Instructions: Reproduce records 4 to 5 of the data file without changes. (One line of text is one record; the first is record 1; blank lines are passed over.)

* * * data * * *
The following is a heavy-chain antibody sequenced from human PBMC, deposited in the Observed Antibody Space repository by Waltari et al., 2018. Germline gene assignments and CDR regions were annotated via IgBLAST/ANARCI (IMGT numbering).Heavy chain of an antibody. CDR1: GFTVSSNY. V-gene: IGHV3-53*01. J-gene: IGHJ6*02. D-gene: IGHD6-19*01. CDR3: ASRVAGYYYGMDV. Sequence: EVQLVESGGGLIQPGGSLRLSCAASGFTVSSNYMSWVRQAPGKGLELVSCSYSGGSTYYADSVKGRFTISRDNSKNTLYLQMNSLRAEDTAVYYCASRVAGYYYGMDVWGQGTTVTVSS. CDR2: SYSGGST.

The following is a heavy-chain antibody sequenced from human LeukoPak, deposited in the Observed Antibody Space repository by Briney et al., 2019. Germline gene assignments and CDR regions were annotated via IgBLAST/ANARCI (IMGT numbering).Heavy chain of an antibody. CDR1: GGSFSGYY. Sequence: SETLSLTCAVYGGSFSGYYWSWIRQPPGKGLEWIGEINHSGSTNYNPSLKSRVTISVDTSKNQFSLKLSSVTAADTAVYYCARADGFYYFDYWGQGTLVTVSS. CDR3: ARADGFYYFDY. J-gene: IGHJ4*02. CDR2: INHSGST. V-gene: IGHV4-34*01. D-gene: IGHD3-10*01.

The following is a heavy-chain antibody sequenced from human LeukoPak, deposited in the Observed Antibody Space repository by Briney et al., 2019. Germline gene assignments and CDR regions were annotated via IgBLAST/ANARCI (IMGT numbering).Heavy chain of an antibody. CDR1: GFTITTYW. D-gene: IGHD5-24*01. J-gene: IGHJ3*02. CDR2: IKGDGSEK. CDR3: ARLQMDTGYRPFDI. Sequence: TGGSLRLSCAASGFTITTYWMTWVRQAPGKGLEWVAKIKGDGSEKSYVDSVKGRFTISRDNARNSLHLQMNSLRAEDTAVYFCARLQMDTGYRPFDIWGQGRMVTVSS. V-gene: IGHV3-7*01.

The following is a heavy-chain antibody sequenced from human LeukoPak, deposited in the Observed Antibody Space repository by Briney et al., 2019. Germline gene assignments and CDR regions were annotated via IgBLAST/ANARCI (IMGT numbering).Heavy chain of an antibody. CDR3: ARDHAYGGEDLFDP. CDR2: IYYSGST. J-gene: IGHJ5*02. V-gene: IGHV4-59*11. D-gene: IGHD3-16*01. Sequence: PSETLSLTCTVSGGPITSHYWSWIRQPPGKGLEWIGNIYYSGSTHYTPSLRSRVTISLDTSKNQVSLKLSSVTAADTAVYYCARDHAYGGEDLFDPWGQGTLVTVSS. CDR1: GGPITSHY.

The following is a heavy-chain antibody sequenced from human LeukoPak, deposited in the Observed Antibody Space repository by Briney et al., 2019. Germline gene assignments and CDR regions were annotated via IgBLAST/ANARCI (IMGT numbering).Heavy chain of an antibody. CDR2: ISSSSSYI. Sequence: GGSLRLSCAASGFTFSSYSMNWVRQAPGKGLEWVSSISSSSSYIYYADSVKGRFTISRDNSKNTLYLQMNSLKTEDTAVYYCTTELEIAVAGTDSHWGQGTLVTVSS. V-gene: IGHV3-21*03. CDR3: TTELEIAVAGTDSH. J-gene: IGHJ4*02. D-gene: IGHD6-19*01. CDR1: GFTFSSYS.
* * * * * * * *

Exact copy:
The following is a heavy-chain antibody sequenced from human LeukoPak, deposited in the Observed Antibody Space repository by Briney et al., 2019. Germline gene assignments and CDR regions were annotated via IgBLAST/ANARCI (IMGT numbering).Heavy chain of an antibody. CDR3: ARDHAYGGEDLFDP. CDR2: IYYSGST. J-gene: IGHJ5*02. V-gene: IGHV4-59*11. D-gene: IGHD3-16*01. Sequence: PSETLSLTCTVSGGPITSHYWSWIRQPPGKGLEWIGNIYYSGSTHYTPSLRSRVTISLDTSKNQVSLKLSSVTAADTAVYYCARDHAYGGEDLFDPWGQGTLVTVSS. CDR1: GGPITSHY.

The following is a heavy-chain antibody sequenced from human LeukoPak, deposited in the Observed Antibody Space repository by Briney et al., 2019. Germline gene assignments and CDR regions were annotated via IgBLAST/ANARCI (IMGT numbering).Heavy chain of an antibody. CDR2: ISSSSSYI. Sequence: GGSLRLSCAASGFTFSSYSMNWVRQAPGKGLEWVSSISSSSSYIYYADSVKGRFTISRDNSKNTLYLQMNSLKTEDTAVYYCTTELEIAVAGTDSHWGQGTLVTVSS. V-gene: IGHV3-21*03. CDR3: TTELEIAVAGTDSH. J-gene: IGHJ4*02. D-gene: IGHD6-19*01. CDR1: GFTFSSYS.